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Article

Record of Crustal Thickening and Synconvergent Extension from the Dajiamang Tso Rift, Southern Tibet

1
Department of Earth Sciences, Montana State University, Bozeman, MT 59715, USA
2
Department of Geosciences, University of Arizona, Tuscon, AZ 85721, USA
3
Department of Geology, University of Kansas, Lawrence, KS 66045, USA
4
Institute of Tibetan Plateau Research, Chinese Academy of Sciences, Beijing 100049, China
*
Author to whom correspondence should be addressed.
Academic Editors: Rodolfo Carosi, Mario da Costa Campos Neto, Haakon Fossen, Chiara Montomoli, Matteo Simonetti and Jesus Martinez-Frias
Geosciences 2021, 11(5), 209; https://doi.org/10.3390/geosciences11050209
Received: 25 March 2021 / Revised: 19 April 2021 / Accepted: 10 May 2021 / Published: 12 May 2021
(This article belongs to the Special Issue Evolution of Modern and Ancient Orogenic Belts)
North-trending rifts throughout south-central Tibet provide an opportunity to study the dynamics of synconvergent extension in contractional orogenic belts. In this study, we present new data from the Dajiamang Tso rift, including quantitative crustal thickness estimates calculated from trace/rare earth element zircon data, U-Pb geochronology, and zircon-He thermochronology. These data constrain the timing and rates of exhumation in the Dajiamang Tso rift and provide a basis for evaluating dynamic models of synconvergent extension. Our results also provide a semi-continuous record of Mid-Cretaceous to Miocene evolution of the Himalayan-Tibetan orogenic belt along the India-Asia suture zone. We report igneous zircon U-Pb ages of ~103 Ma and 70–42 Ma for samples collected from the Xigaze forearc basin and Gangdese Batholith/Linzizong Formation, respectively. Zircon-He cooling ages of forearc rocks in the hanging wall of the Great Counter thrust are ~28 Ma, while Gangdese arc samples in the footwalls of the Dajiamang Tso rift are 16–8 Ma. These data reveal the approximate timing of the switch from contraction to extension along the India-Asia suture zone (minimum 16 Ma). Crustal-thickness trends from zircon geochemistry reveal possible crustal thinning (to ~40 km) immediately prior to India-Eurasia collision onset (58 Ma). Following initial collision, crustal thickness increases to 50 km by 40 Ma with continued thickening until the early Miocene supported by regional data from the Tibetan Magmatism Database. Current crustal thickness estimates based on geophysical observations show no evidence for crustal thinning following the onset of E–W extension (~16 Ma), suggesting that modern crustal thickness is likely facilitated by an underthrusting Indian lithosphere balanced by upper plate extension. View Full-Text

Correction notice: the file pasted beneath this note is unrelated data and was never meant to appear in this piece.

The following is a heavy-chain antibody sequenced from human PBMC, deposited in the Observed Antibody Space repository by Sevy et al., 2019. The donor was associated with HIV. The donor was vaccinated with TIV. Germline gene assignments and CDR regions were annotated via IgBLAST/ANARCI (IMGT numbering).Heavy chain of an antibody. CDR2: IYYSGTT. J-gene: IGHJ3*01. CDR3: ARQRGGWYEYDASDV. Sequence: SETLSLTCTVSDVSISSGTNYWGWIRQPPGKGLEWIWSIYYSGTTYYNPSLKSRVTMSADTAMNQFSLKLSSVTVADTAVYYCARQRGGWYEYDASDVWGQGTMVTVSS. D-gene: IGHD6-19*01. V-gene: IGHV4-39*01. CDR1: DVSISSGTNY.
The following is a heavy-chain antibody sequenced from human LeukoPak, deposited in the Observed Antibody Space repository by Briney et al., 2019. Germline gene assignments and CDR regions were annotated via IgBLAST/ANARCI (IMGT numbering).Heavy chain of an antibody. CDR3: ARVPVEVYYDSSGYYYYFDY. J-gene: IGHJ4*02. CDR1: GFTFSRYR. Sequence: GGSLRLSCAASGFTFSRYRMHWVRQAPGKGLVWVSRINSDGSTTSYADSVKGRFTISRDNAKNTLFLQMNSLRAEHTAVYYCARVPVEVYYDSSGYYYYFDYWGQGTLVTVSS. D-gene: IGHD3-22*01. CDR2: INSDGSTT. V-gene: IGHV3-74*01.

Keywords: Tibet; E–W extension; crustal thickness; T/REE geochemistry; geochronology; thermochronology Tibet; E–W extension; crustal thickness; T/REE geochemistry; geochronology; thermochronology
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MDPI and ACS Style

Burke, W.B.; Laskowski, A.K.; Orme, D.A.; Sundell, K.E.; Taylor, M.H.; Guo, X.; Ding, L. Record of Crustal Thickening and Synconvergent Extension from the Dajiamang Tso Rift, Southern Tibet. Geosciences 2021, 11, 209. https://doi.org/10.3390/geosciences11050209

AMA Style

Burke WB, Laskowski AK, Orme DA, Sundell KE, Taylor MH, Guo X, Ding L. Record of Crustal Thickening and Synconvergent Extension from the Dajiamang Tso Rift, Southern Tibet. Geosciences. 2021; 11(5):209. https://doi.org/10.3390/geosciences11050209

Chicago/Turabian Style

Burke, William B.; Laskowski, Andrew K.; Orme, Devon A.; Sundell, Kurt E.; Taylor, Michael H.; Guo, Xudong; Ding, Lin. 2021. "Record of Crustal Thickening and Synconvergent Extension from the Dajiamang Tso Rift, Southern Tibet" Geosciences 11, no. 5: 209. https://doi.org/10.3390/geosciences11050209

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